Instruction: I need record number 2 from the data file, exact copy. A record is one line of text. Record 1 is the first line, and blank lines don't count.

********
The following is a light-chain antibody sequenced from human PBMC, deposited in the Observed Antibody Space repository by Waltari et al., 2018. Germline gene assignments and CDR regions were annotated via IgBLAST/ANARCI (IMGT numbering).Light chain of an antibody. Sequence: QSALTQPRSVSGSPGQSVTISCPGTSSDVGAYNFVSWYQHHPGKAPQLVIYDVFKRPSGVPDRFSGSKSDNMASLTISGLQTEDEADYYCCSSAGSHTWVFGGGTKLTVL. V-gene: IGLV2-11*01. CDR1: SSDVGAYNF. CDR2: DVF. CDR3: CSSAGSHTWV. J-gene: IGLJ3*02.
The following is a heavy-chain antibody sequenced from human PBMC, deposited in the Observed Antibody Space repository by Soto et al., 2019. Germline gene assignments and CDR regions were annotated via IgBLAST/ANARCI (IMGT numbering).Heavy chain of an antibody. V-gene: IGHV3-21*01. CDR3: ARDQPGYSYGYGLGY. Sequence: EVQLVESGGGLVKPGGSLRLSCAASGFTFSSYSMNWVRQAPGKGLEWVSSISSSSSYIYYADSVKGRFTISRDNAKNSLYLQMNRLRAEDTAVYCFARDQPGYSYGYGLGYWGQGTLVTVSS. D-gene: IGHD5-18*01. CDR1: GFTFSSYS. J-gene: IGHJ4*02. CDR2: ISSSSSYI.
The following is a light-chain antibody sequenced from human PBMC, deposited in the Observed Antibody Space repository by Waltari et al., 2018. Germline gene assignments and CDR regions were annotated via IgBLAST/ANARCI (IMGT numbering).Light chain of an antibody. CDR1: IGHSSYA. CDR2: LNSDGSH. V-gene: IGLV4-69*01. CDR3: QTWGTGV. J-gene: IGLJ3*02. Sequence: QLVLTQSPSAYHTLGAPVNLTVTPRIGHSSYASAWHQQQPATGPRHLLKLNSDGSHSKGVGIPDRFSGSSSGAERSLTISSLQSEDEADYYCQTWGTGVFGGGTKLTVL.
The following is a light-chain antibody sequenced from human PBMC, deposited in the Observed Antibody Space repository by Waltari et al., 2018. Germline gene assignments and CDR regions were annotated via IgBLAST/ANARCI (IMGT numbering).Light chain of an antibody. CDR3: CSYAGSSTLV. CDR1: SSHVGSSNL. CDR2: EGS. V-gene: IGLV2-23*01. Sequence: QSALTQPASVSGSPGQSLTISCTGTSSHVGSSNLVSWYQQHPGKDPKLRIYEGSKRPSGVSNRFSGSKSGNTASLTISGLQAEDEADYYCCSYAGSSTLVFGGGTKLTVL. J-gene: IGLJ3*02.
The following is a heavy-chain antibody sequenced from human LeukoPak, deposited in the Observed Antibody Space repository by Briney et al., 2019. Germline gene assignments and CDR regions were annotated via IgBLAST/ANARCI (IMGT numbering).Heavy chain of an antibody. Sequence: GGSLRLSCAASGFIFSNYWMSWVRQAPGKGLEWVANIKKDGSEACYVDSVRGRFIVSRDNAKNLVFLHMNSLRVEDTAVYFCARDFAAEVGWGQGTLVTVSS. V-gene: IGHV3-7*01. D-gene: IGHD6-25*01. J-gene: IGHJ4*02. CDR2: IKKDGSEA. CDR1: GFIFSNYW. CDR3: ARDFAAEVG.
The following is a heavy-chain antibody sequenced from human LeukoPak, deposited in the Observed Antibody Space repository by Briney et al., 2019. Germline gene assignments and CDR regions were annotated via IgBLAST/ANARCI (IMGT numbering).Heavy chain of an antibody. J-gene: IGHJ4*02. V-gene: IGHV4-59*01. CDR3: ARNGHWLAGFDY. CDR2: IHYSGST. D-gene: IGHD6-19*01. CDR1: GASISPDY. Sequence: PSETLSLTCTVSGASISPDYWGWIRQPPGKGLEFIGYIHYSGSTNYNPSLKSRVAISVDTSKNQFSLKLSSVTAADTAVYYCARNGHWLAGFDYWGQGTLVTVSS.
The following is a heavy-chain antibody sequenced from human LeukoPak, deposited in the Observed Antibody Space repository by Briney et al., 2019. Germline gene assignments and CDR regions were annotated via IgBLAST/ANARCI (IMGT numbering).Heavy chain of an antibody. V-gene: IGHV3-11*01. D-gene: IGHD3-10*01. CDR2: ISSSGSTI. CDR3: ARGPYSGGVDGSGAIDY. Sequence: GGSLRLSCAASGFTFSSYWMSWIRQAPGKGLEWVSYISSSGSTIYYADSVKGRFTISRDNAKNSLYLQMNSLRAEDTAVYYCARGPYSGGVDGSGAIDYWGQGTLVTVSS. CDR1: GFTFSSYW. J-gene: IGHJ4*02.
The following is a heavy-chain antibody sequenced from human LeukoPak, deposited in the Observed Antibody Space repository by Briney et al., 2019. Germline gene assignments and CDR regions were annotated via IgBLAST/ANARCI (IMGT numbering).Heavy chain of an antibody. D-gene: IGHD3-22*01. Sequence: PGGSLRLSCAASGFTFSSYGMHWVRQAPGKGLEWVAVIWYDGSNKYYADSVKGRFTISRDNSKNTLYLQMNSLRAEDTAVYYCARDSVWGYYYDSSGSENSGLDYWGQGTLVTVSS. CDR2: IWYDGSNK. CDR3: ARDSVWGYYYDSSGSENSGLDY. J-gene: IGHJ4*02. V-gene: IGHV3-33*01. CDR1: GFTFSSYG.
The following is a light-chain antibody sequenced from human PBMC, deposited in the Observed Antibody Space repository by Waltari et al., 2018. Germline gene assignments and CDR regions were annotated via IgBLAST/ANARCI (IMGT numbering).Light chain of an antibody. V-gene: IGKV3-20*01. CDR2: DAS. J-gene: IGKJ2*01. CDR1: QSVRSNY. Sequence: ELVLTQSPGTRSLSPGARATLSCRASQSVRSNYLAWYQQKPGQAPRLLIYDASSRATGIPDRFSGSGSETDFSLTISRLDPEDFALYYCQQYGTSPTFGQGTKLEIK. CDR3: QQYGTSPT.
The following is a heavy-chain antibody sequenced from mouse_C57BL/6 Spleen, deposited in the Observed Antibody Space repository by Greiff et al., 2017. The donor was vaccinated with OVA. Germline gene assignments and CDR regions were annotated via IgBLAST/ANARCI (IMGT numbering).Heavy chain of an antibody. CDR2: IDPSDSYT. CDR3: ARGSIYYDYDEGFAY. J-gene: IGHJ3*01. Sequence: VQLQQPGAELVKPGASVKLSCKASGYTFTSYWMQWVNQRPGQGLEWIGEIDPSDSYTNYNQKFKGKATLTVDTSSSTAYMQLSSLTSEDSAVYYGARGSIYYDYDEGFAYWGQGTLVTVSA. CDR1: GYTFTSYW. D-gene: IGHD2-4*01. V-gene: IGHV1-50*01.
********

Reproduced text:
The following is a heavy-chain antibody sequenced from human PBMC, deposited in the Observed Antibody Space repository by Soto et al., 2019. Germline gene assignments and CDR regions were annotated via IgBLAST/ANARCI (IMGT numbering).Heavy chain of an antibody. V-gene: IGHV3-21*01. CDR3: ARDQPGYSYGYGLGY. Sequence: EVQLVESGGGLVKPGGSLRLSCAASGFTFSSYSMNWVRQAPGKGLEWVSSISSSSSYIYYADSVKGRFTISRDNAKNSLYLQMNRLRAEDTAVYCFARDQPGYSYGYGLGYWGQGTLVTVSS. D-gene: IGHD5-18*01. CDR1: GFTFSSYS. J-gene: IGHJ4*02. CDR2: ISSSSSYI.